There are 3 main documents you will need when raising equity financing for your project:
· Business Plan
· Limited Liability Company/Agreement
· Private Placement Memorandum (PPM or offering)
The trio complement each other and all become part of an integrated plan. Together they address all the creative, legal and economic issues involved in making a film. Let’s look at each one separately.
• Business Plan
- Outlines the details of the business & project
- Used as a marketing document to sell the project from a marketing POV
- Contains info on:
§ film project
§ principal individuals involved
§ forward-looking statements, anticipated revenue
§ financial projections
§ risks associated w/making film
• What it is NOT:
§ Solicitation or offer to sell securities
§ Not used to accept money in exchange for interests
§ Not to be construed as legal, business or tax advice
§ does not purport to be a sales document, or a prospectus or private placement memorandum, nor to be all-inclusive nor to necessarily contain all the information that a prospective investor may desire in determining the appropriateness of investing.
- Document needed – Raising money from a relatively small group of investors that are accredited investors
- Accredited Investors – A person who has a net worth of at least $1M (excluding their house) or have made $200,000 for the past two years. A further definition can be found on the SEC website.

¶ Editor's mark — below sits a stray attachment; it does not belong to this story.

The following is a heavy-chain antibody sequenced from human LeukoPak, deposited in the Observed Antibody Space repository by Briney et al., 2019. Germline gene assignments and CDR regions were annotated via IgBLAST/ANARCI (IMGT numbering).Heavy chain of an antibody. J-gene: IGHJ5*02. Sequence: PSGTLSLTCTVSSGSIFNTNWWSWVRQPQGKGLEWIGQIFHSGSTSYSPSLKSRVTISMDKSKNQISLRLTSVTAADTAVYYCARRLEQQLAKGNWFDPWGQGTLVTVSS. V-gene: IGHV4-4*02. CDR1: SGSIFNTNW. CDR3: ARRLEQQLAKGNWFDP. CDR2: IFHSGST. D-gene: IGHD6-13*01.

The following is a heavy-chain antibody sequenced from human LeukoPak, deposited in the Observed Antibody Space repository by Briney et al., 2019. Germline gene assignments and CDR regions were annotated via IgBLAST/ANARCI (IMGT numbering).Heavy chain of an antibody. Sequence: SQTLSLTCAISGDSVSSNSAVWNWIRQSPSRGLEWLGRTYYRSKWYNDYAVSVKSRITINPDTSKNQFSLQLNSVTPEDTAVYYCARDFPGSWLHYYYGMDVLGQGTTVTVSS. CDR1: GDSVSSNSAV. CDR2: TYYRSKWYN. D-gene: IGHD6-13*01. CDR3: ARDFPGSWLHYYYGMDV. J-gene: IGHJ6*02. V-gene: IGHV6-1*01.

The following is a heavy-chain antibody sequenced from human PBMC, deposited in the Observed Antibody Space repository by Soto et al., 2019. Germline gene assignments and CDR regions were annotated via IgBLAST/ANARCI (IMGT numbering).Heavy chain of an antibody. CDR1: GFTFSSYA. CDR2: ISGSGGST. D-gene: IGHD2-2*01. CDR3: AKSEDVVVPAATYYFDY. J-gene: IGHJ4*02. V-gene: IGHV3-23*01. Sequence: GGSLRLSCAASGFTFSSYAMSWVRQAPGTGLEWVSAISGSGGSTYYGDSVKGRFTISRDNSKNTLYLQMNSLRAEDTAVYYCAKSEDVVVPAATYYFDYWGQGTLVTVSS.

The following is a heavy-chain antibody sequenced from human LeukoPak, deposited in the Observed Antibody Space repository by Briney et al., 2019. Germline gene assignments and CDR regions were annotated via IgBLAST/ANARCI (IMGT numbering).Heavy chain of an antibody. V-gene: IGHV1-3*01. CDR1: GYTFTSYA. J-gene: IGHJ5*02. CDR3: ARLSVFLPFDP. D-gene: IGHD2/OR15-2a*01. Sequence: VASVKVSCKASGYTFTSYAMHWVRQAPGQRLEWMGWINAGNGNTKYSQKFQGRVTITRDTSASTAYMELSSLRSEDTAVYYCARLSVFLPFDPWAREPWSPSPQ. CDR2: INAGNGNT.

- a full disclosure document presented in a format that is more factual, pessimistic, realistic and down-to-earth. It must contain all the bad news risk and potential downfall or liability of the project. It must list all possible scenarios involving the project that could go wrong.
- Can only approach Investors you have a pre-existing personal or business relationship
- There are very complicated and detailed rules -and therefore should always consult with an SEC attorney.
• LLC entity
- Combine advantages of both corporations and partnerships:
- Partnership = taxed on a transparent basis -that is you can personally deduct the losses before paying any taxes due;
- w/out the restrictions of S corporations = not liable for the debts
- 99% of the time use LLC
Always consult with an attorney when finalizing a business plan, writing your PPM and opening your LLC to be sure you are complying with all state and federal regulations.